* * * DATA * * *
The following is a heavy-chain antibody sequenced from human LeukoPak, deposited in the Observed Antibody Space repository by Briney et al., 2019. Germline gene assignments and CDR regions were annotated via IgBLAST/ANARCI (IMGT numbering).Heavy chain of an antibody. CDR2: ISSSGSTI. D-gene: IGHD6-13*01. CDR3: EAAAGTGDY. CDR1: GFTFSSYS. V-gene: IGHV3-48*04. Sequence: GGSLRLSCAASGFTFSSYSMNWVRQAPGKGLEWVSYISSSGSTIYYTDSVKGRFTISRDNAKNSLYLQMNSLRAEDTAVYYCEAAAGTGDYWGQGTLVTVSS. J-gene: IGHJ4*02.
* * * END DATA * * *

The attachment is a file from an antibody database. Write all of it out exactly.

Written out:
The following is a heavy-chain antibody sequenced from human LeukoPak, deposited in the Observed Antibody Space repository by Briney et al., 2019. Germline gene assignments and CDR regions were annotated via IgBLAST/ANARCI (IMGT numbering).Heavy chain of an antibody. CDR2: ISSSGSTI. D-gene: IGHD6-13*01. CDR3: EAAAGTGDY. CDR1: GFTFSSYS. V-gene: IGHV3-48*04. Sequence: GGSLRLSCAASGFTFSSYSMNWVRQAPGKGLEWVSYISSSGSTIYYTDSVKGRFTISRDNAKNSLYLQMNSLRAEDTAVYYCEAAAGTGDYWGQGTLVTVSS. J-gene: IGHJ4*02.